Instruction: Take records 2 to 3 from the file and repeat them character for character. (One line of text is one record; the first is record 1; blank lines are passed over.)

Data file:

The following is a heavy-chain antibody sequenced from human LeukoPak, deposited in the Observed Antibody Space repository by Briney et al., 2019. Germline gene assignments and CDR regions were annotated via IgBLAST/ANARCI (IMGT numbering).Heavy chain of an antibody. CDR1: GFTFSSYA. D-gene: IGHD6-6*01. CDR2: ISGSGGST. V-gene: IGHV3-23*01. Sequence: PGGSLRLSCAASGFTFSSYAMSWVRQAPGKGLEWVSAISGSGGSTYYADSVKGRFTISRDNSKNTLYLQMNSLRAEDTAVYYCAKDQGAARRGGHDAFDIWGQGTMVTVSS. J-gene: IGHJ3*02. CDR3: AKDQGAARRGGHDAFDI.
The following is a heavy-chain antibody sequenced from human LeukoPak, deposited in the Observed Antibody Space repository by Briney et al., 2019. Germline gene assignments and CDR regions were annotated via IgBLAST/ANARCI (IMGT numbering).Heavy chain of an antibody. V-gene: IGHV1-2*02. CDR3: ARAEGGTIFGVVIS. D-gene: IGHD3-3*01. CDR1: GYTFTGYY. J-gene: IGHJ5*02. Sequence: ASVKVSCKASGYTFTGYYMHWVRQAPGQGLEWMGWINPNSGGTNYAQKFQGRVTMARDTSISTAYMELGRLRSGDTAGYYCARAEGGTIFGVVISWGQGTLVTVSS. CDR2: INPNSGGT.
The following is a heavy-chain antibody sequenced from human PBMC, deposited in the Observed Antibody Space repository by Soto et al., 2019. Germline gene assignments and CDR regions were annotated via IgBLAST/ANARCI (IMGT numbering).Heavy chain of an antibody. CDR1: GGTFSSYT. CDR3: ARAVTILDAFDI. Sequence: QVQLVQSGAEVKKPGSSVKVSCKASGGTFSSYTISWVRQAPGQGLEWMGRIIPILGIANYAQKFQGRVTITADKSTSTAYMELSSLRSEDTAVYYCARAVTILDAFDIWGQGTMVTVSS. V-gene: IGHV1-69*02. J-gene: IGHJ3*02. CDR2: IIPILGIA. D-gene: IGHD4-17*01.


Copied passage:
The following is a heavy-chain antibody sequenced from human LeukoPak, deposited in the Observed Antibody Space repository by Briney et al., 2019. Germline gene assignments and CDR regions were annotated via IgBLAST/ANARCI (IMGT numbering).Heavy chain of an antibody. V-gene: IGHV1-2*02. CDR3: ARAEGGTIFGVVIS. D-gene: IGHD3-3*01. CDR1: GYTFTGYY. J-gene: IGHJ5*02. Sequence: ASVKVSCKASGYTFTGYYMHWVRQAPGQGLEWMGWINPNSGGTNYAQKFQGRVTMARDTSISTAYMELGRLRSGDTAGYYCARAEGGTIFGVVISWGQGTLVTVSS. CDR2: INPNSGGT.
The following is a heavy-chain antibody sequenced from human PBMC, deposited in the Observed Antibody Space repository by Soto et al., 2019. Germline gene assignments and CDR regions were annotated via IgBLAST/ANARCI (IMGT numbering).Heavy chain of an antibody. CDR1: GGTFSSYT. CDR3: ARAVTILDAFDI. Sequence: QVQLVQSGAEVKKPGSSVKVSCKASGGTFSSYTISWVRQAPGQGLEWMGRIIPILGIANYAQKFQGRVTITADKSTSTAYMELSSLRSEDTAVYYCARAVTILDAFDIWGQGTMVTVSS. V-gene: IGHV1-69*02. J-gene: IGHJ3*02. CDR2: IIPILGIA. D-gene: IGHD4-17*01.